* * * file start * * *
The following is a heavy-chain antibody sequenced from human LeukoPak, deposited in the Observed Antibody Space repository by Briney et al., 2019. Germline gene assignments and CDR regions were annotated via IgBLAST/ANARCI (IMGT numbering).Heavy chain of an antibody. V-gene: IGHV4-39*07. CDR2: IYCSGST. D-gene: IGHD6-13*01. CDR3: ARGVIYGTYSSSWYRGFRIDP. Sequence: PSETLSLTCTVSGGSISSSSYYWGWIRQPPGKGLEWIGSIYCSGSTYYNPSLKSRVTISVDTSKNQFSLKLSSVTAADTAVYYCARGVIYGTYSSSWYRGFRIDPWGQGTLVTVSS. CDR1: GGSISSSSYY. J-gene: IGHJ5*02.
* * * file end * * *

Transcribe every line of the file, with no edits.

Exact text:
The following is a heavy-chain antibody sequenced from human LeukoPak, deposited in the Observed Antibody Space repository by Briney et al., 2019. Germline gene assignments and CDR regions were annotated via IgBLAST/ANARCI (IMGT numbering).Heavy chain of an antibody. V-gene: IGHV4-39*07. CDR2: IYCSGST. D-gene: IGHD6-13*01. CDR3: ARGVIYGTYSSSWYRGFRIDP. Sequence: PSETLSLTCTVSGGSISSSSYYWGWIRQPPGKGLEWIGSIYCSGSTYYNPSLKSRVTISVDTSKNQFSLKLSSVTAADTAVYYCARGVIYGTYSSSWYRGFRIDPWGQGTLVTVSS. CDR1: GGSISSSSYY. J-gene: IGHJ5*02.